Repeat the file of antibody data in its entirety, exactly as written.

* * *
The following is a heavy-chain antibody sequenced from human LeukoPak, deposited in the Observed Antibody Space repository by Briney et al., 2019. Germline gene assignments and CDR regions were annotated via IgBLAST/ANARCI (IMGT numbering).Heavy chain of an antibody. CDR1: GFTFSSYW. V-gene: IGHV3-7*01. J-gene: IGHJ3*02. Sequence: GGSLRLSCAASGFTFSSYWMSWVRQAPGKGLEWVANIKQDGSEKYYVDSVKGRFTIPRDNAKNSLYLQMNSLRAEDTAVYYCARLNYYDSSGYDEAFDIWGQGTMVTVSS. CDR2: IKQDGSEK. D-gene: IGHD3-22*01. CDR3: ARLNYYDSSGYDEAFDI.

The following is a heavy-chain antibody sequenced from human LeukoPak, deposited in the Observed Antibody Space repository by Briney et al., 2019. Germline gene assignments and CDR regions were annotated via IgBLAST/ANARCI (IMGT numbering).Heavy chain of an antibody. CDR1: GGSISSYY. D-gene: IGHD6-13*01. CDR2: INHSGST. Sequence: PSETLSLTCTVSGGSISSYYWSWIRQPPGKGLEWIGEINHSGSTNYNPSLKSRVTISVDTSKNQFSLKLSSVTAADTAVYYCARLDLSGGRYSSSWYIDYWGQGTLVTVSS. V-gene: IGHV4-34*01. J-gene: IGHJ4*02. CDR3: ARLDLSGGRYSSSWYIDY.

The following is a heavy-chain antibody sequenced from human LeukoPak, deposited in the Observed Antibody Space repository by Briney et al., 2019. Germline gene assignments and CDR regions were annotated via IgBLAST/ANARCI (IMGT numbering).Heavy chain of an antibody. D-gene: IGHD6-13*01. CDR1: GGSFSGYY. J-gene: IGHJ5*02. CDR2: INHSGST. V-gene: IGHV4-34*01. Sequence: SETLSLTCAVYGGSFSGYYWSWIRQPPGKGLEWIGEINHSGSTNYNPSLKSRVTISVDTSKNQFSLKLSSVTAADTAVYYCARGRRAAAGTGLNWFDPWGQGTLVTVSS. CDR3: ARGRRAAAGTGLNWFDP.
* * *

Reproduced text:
The following is a heavy-chain antibody sequenced from human LeukoPak, deposited in the Observed Antibody Space repository by Briney et al., 2019. Germline gene assignments and CDR regions were annotated via IgBLAST/ANARCI (IMGT numbering).Heavy chain of an antibody. CDR1: GFTFSSYW. V-gene: IGHV3-7*01. J-gene: IGHJ3*02. Sequence: GGSLRLSCAASGFTFSSYWMSWVRQAPGKGLEWVANIKQDGSEKYYVDSVKGRFTIPRDNAKNSLYLQMNSLRAEDTAVYYCARLNYYDSSGYDEAFDIWGQGTMVTVSS. CDR2: IKQDGSEK. D-gene: IGHD3-22*01. CDR3: ARLNYYDSSGYDEAFDI.

The following is a heavy-chain antibody sequenced from human LeukoPak, deposited in the Observed Antibody Space repository by Briney et al., 2019. Germline gene assignments and CDR regions were annotated via IgBLAST/ANARCI (IMGT numbering).Heavy chain of an antibody. CDR1: GGSISSYY. D-gene: IGHD6-13*01. CDR2: INHSGST. Sequence: PSETLSLTCTVSGGSISSYYWSWIRQPPGKGLEWIGEINHSGSTNYNPSLKSRVTISVDTSKNQFSLKLSSVTAADTAVYYCARLDLSGGRYSSSWYIDYWGQGTLVTVSS. V-gene: IGHV4-34*01. J-gene: IGHJ4*02. CDR3: ARLDLSGGRYSSSWYIDY.

The following is a heavy-chain antibody sequenced from human LeukoPak, deposited in the Observed Antibody Space repository by Briney et al., 2019. Germline gene assignments and CDR regions were annotated via IgBLAST/ANARCI (IMGT numbering).Heavy chain of an antibody. D-gene: IGHD6-13*01. CDR1: GGSFSGYY. J-gene: IGHJ5*02. CDR2: INHSGST. V-gene: IGHV4-34*01. Sequence: SETLSLTCAVYGGSFSGYYWSWIRQPPGKGLEWIGEINHSGSTNYNPSLKSRVTISVDTSKNQFSLKLSSVTAADTAVYYCARGRRAAAGTGLNWFDPWGQGTLVTVSS. CDR3: ARGRRAAAGTGLNWFDP.